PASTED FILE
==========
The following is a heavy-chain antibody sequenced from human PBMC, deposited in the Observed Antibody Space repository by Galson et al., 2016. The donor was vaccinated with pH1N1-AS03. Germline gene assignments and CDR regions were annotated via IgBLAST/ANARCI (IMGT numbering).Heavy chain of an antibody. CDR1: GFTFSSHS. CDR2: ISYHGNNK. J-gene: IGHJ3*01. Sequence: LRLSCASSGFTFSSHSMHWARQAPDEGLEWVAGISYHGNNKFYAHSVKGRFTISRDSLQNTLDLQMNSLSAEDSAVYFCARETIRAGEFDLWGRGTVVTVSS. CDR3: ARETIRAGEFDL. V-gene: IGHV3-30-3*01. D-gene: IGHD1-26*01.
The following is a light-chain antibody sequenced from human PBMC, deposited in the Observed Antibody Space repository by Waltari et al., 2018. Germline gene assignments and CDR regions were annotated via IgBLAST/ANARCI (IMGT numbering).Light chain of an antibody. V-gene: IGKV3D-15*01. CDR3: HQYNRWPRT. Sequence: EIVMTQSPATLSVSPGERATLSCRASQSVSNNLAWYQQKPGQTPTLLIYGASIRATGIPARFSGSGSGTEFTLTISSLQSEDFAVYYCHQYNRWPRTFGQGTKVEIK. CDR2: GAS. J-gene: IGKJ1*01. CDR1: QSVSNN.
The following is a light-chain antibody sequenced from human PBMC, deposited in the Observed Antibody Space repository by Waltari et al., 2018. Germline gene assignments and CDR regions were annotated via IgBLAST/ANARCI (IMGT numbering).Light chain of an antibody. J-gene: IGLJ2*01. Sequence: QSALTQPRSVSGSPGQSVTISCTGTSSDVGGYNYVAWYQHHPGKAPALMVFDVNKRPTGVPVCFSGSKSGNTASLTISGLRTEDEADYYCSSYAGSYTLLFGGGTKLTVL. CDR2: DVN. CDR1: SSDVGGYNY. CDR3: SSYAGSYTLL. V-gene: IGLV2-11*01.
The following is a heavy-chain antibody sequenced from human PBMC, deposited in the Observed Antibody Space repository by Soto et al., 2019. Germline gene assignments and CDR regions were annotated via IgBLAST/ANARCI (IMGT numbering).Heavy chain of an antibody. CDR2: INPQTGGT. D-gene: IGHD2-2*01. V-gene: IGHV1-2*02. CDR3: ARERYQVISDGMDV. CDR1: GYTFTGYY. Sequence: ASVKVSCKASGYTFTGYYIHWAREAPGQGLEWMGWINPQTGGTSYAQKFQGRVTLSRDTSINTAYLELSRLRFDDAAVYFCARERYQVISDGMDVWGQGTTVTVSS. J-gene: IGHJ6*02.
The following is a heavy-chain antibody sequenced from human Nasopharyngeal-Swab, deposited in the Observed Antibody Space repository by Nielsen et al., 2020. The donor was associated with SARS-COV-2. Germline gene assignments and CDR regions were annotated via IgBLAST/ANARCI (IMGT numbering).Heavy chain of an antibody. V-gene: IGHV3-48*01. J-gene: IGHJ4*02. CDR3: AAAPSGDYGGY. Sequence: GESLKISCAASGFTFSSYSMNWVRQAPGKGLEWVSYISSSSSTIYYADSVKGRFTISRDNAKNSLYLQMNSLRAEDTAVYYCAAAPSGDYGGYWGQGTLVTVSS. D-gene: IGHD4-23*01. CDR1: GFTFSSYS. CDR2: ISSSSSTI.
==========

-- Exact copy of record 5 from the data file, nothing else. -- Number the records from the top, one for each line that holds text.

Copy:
The following is a heavy-chain antibody sequenced from human Nasopharyngeal-Swab, deposited in the Observed Antibody Space repository by Nielsen et al., 2020. The donor was associated with SARS-COV-2. Germline gene assignments and CDR regions were annotated via IgBLAST/ANARCI (IMGT numbering).Heavy chain of an antibody. V-gene: IGHV3-48*01. J-gene: IGHJ4*02. CDR3: AAAPSGDYGGY. Sequence: GESLKISCAASGFTFSSYSMNWVRQAPGKGLEWVSYISSSSSTIYYADSVKGRFTISRDNAKNSLYLQMNSLRAEDTAVYYCAAAPSGDYGGYWGQGTLVTVSS. D-gene: IGHD4-23*01. CDR1: GFTFSSYS. CDR2: ISSSSSTI.